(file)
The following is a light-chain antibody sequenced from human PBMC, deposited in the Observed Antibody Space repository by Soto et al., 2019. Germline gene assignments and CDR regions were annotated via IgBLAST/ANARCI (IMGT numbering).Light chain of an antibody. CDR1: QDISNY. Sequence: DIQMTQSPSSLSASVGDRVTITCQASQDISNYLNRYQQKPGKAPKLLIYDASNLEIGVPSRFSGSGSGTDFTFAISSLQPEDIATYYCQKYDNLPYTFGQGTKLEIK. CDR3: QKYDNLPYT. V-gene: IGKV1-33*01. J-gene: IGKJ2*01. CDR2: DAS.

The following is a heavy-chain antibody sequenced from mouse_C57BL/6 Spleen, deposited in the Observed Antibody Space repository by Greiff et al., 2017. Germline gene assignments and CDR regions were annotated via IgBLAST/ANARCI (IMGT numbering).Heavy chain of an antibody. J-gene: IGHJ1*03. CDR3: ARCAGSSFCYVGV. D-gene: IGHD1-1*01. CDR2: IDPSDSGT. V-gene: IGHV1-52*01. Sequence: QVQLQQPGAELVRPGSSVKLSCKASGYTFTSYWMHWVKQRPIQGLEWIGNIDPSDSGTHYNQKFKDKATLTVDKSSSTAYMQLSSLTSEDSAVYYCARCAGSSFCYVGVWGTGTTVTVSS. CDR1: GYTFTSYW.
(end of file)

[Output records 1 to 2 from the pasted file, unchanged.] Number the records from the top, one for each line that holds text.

The following is a light-chain antibody sequenced from human PBMC, deposited in the Observed Antibody Space repository by Soto et al., 2019. Germline gene assignments and CDR regions were annotated via IgBLAST/ANARCI (IMGT numbering).Light chain of an antibody. CDR1: QDISNY. Sequence: DIQMTQSPSSLSASVGDRVTITCQASQDISNYLNRYQQKPGKAPKLLIYDASNLEIGVPSRFSGSGSGTDFTFAISSLQPEDIATYYCQKYDNLPYTFGQGTKLEIK. CDR3: QKYDNLPYT. V-gene: IGKV1-33*01. J-gene: IGKJ2*01. CDR2: DAS.

The following is a heavy-chain antibody sequenced from mouse_C57BL/6 Spleen, deposited in the Observed Antibody Space repository by Greiff et al., 2017. Germline gene assignments and CDR regions were annotated via IgBLAST/ANARCI (IMGT numbering).Heavy chain of an antibody. J-gene: IGHJ1*03. CDR3: ARCAGSSFCYVGV. D-gene: IGHD1-1*01. CDR2: IDPSDSGT. V-gene: IGHV1-52*01. Sequence: QVQLQQPGAELVRPGSSVKLSCKASGYTFTSYWMHWVKQRPIQGLEWIGNIDPSDSGTHYNQKFKDKATLTVDKSSSTAYMQLSSLTSEDSAVYYCARCAGSSFCYVGVWGTGTTVTVSS. CDR1: GYTFTSYW.